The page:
“(The transaction) allowed a digital transfer of the title of goods from the seller to the buyer in the underlying trade. It further enabled the underlying trade to be fully digitised. The Letter of Credit (LC) was issued by ING Bank for Tricon Energy USA (importer) with HSBC India as the advising and negotiating bank for Reliance Industries, India (exporter),” HSBC said in a press release.
HSBC said the transaction has validated the commercial and operational viability of blockchain as an alternative to conventional exchanges for paper-based documentation. At present buyers and sellers use paper-based letters of credit (LCs) to complete transactions, which have to be sent to each party by post, courier or fax increasing costs and chances of delay.
Eight banks namely, HSBC, ING, Bangkok Bank, BNP Paribas, CTBC Holding, NatWest, SEB and Standard Chartered together with US-based enterprise blockchain software firm R3 are working on an open source-based system with plans to expand the network and drive adoption across the industry.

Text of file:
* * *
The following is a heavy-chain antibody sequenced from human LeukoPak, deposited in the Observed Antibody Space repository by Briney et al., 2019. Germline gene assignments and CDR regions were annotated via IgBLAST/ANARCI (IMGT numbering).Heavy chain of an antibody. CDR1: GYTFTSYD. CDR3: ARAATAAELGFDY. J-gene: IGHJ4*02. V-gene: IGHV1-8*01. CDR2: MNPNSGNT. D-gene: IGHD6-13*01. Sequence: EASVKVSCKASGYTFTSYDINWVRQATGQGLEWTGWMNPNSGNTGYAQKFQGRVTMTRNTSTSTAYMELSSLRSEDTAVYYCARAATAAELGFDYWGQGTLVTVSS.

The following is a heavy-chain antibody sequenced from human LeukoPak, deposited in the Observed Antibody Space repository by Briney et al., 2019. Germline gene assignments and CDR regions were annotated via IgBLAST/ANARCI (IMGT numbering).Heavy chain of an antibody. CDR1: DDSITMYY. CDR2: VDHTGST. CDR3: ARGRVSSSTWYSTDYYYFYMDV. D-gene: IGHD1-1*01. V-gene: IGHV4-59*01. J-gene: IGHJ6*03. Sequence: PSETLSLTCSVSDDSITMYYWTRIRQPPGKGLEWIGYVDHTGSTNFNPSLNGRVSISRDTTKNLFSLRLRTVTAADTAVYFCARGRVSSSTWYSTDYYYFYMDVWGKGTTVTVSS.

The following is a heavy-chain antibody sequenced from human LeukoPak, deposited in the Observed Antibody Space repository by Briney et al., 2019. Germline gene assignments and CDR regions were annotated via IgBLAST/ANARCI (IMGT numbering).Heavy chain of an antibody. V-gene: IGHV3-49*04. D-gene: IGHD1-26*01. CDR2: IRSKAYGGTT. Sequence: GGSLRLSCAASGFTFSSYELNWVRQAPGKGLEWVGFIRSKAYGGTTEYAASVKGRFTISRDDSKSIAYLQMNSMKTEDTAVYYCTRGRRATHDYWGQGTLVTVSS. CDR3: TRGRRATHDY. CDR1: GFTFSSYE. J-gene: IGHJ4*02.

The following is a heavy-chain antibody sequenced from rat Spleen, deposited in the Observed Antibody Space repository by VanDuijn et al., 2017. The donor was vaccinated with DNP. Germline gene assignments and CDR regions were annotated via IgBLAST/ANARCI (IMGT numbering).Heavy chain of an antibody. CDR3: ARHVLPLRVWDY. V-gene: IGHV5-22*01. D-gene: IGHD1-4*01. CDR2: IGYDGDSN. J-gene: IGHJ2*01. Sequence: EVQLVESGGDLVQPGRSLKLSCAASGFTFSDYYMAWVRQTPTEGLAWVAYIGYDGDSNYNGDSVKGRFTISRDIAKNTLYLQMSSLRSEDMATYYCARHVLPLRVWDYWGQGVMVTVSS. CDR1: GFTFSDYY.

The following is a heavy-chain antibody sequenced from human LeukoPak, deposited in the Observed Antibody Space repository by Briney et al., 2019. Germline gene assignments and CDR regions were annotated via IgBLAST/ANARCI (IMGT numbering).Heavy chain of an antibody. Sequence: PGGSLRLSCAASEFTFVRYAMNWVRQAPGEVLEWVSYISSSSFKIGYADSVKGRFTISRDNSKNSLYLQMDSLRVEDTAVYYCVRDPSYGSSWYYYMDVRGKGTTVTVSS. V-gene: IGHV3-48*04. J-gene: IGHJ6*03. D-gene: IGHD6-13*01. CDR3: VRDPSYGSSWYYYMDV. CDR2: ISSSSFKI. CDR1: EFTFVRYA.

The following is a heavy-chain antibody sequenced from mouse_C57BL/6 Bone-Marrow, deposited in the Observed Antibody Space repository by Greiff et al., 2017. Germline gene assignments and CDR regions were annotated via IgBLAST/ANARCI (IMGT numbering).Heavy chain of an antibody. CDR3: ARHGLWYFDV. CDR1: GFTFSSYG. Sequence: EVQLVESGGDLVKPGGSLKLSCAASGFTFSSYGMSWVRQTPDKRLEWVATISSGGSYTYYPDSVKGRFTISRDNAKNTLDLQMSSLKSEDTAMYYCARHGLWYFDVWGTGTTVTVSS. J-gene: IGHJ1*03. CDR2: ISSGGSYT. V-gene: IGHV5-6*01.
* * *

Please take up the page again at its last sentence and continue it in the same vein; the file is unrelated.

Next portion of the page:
“The use of blockchain has a transformative impact on trade finance transactions and enables greater transparency and enhanced security in addition to making it simpler and faster. The overall efficiency it brings to trade finance ensures cost effectiveness, quicker turnaround and potentially unlocks liquidity for businesses,” said Hitendra Dave, head global banking and markets at HSBC.
Srikanth Venkatachari, joint CFO at Reliance Industries said the use of blockchain offers potential to reduce the timelines involved in exchange of export documentation from the extant 7 to 10 days to less than a day.
“When adopted at scale, it helps in significant optimisation of working capital,” Venkatachari said.